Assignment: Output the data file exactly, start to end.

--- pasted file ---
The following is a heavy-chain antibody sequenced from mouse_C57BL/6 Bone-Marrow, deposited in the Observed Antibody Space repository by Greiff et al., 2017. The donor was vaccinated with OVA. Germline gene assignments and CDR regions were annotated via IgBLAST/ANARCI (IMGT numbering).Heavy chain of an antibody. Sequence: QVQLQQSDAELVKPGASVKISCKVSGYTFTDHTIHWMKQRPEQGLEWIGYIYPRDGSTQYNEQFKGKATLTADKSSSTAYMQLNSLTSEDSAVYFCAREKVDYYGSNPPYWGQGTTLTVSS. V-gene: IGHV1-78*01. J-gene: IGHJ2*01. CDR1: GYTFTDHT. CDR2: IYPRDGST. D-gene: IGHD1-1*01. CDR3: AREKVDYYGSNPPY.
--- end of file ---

The following is a heavy-chain antibody sequenced from mouse_C57BL/6 Bone-Marrow, deposited in the Observed Antibody Space repository by Greiff et al., 2017. The donor was vaccinated with OVA. Germline gene assignments and CDR regions were annotated via IgBLAST/ANARCI (IMGT numbering).Heavy chain of an antibody. Sequence: QVQLQQSDAELVKPGASVKISCKVSGYTFTDHTIHWMKQRPEQGLEWIGYIYPRDGSTQYNEQFKGKATLTADKSSSTAYMQLNSLTSEDSAVYFCAREKVDYYGSNPPYWGQGTTLTVSS. V-gene: IGHV1-78*01. J-gene: IGHJ2*01. CDR1: GYTFTDHT. CDR2: IYPRDGST. D-gene: IGHD1-1*01. CDR3: AREKVDYYGSNPPY.